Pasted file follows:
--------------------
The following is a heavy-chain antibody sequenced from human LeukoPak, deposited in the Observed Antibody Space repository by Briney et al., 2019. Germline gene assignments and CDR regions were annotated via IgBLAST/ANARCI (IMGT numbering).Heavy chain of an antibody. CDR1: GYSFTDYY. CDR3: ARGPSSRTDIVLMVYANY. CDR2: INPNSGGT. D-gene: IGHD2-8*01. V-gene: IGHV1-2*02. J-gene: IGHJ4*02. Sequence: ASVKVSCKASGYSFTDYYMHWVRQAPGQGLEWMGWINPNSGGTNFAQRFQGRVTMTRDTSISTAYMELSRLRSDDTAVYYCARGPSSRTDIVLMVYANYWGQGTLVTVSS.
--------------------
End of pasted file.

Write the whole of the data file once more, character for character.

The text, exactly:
The following is a heavy-chain antibody sequenced from human LeukoPak, deposited in the Observed Antibody Space repository by Briney et al., 2019. Germline gene assignments and CDR regions were annotated via IgBLAST/ANARCI (IMGT numbering).Heavy chain of an antibody. CDR1: GYSFTDYY. CDR3: ARGPSSRTDIVLMVYANY. CDR2: INPNSGGT. D-gene: IGHD2-8*01. V-gene: IGHV1-2*02. J-gene: IGHJ4*02. Sequence: ASVKVSCKASGYSFTDYYMHWVRQAPGQGLEWMGWINPNSGGTNFAQRFQGRVTMTRDTSISTAYMELSRLRSDDTAVYYCARGPSSRTDIVLMVYANYWGQGTLVTVSS.